More than this

Photo by Jim Walsh

Two weeks ago, MSNBC’s Chris Matthews was interviewing conservative culture vulture George Will about the madness of the Trump presidency when Will offered some perspective and calm amidst the blowhard circus, coming correct when he said out loud a truth that has rarely, if ever, been uttered to a mainstream media audience that has been weaned on 24-7 outrageous breaking news.

“The presidency is not all of the federal government,” Will said, deliberately, as if he’s said it a hundred times before, “the federal government is not all of American government and government is not all of American life.”

Government is not all of American life.

We’ve been led to believe otherwise, of course, especially over the last two years and two months. That is to say we’ve been duped, my fellow sucker Americans, and because they want us to believe we can’t get along without them, big media and government don’t want us to know that there’s much more to life (for starters: nature, books, music, food, inner lives, life itself, etc.) than what they’re feeding us, more than the malaise we’re being forced to navigate through every day.

Talking about soul upkeep here, and the incontrovertible truth is that there’s more to life than getting suckered by the divide-and-conquer forces who would control we the proletariat, much more if you’re truly living and participating in creating change and hope and not just spending every waking hour being outraged and working yourself to the bone while fighting the system and the Kremlin Klan in the White House.

History is watching us, of course, and we all need to speak truth to power about the hate, bigotry, lies and sexism of the times, and for sure there is so much to be mad as hell about, so much work to be done, but “to believe in this living is just a hard way to go” as John Prine sang, so I’m going another way.

I’m not alone. The great author George Saunders, for one, told a packed Parkway Theater audience March 1 that his reaction to these crass times is to “double-down on art and double-down on empathy.” Of Trump, David Letterman this week told New York magazine: “I’m tired of people being bewildered about everything he says: ‘I can’t believe he said that.’ We gotta stop that and instead figure out ways to protect ourselves from him. We know he’s crazy. We gotta take care of ourselves here now.”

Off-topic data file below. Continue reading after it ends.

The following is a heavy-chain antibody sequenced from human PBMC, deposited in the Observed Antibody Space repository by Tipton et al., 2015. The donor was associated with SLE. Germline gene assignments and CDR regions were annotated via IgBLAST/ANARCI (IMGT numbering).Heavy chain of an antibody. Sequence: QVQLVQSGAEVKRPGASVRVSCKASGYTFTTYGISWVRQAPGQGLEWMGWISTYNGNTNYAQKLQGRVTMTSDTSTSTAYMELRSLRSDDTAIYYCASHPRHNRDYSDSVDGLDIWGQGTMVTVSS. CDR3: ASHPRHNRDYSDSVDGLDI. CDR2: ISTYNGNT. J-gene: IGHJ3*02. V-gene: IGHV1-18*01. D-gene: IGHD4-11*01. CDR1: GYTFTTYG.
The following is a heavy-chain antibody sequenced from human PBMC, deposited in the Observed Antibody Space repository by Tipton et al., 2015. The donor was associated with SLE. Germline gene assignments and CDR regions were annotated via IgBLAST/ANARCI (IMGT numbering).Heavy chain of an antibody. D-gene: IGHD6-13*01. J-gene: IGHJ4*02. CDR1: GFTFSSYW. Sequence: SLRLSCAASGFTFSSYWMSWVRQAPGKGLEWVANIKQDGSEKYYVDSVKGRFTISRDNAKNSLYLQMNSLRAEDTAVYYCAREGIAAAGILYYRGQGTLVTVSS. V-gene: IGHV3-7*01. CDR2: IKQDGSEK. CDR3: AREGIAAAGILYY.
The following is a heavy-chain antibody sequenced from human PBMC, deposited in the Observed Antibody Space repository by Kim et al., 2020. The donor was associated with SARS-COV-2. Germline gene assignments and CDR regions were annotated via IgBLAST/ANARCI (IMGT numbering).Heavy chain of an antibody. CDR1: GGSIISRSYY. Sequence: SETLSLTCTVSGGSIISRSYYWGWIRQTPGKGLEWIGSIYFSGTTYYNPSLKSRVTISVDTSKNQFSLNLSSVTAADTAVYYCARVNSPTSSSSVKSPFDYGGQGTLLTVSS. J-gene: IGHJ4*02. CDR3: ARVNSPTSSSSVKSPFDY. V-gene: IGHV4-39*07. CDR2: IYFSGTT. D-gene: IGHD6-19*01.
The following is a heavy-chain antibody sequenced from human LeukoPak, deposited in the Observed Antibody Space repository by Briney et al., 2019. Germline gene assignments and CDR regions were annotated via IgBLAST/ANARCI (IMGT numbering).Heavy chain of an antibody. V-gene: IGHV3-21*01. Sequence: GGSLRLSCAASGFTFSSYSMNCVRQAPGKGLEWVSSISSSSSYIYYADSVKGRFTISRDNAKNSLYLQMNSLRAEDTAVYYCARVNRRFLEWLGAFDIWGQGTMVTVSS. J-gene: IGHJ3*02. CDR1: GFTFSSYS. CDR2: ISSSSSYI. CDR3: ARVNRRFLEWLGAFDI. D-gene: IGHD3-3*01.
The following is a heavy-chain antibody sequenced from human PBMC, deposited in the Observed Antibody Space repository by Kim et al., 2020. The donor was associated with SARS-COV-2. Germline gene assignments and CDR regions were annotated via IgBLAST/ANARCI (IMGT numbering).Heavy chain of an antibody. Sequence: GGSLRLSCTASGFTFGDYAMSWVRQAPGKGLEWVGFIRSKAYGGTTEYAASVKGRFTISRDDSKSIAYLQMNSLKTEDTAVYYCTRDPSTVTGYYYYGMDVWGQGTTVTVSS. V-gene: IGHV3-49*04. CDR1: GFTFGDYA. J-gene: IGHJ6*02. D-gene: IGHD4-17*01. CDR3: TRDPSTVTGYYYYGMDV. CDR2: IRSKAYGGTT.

Good call. I got sick with the flu a couple weeks ago and I watched and read everything I could stomach about these historically bizarre times to the point where it became like a hot HD teat that I needed to suck and nod off to, a truth serum about American capitalism and testosterone run amok I simply couldn’t turn away from.

I watched it morning, noon and night and I was/am addicted, even thought it went against every wise spiritual practice and learned way I’ve come to know. I ingested it all, all that toxic crap and all the talking heads’ bile and puss and noise and I spewed it out and I stewed in my own juices and probably made some people angry on Facebook, with me barfing and ranting about the muted state of journalism and columnists in a time of utter insanity and outrage, and I’m lucky to say I pulled out of my tailspin and broke the spell via, yes and yet again, real live contact with real live people.

One of who is the Rev. G. Travis Norvell, pastor at Judson Memorial Baptist Church on the corner of 41st & Harriet, whose progressive and inclusive agenda is a loving light in dim spiritual days and whose more-often-than-not-provocative church marquee the Sunday after the election read, “Nothing Has Changed.”

“That’s been pretty much the theme every Sunday since the election,” said Norvell. “Why are we letting Trump dictate the news cycle and what reality is? So in response one of the things we can do that no multi-national corporation can do is treat each other with great respect and compassion, love one another, practice forgiveness, and let’s not let the reality be what we see on TV all the time.

“We should [be part of the resistance], and we should be marching and protesting and involved and doing all we can, but that’s going to wear us out. We’re going to have nothing left if that’s all we do. We have to figure out where to concentrate our energies — say, focus on two things, rather than a million things, and we’ve got to trust that what we’re not doing, someone else is doing.”

BREAKING NEWS: The tragedy of the Trump presidency is that his rise to power says so much about us and exposes some ugly collective tics and histories of the tribe. As such, never in my life has the world felt less joyful … but also at the same time bursting with promise out of the current and coming chaos.

In the end I’ll be damned if I will let a greedy bunch of liars and power mad capitalist pigs take the joy out of me or make life itself feel shallow and not spiritual, and not soulful.

BREAKING NEWS: Real life is resistance!

Government is not all of American life.

“When I watch TV and listen to stuff on the radio, I just feel all it is it’s boiling me down to a … I just feel like we’re letting people divide us: ‘You either agree with us or you hate us,’” said Norvell. “And I just think that’s damaging to the soul. So we’ve got to just affirm our humanity and goodness in each other and in [practicing empathy with] people we can’t stand.

“My family is from West Virginia and they’re all Trump supporters. So am I going to let this election tear my relationships apart with people I’ve known since I was born? We can’t let elections do that to us. We can’t let politics do that to us. We’ve got to somehow transcend that and get to a deeper spot.”


Jim Walsh lives and grew up in South Minneapolis. He can be reached at [email protected]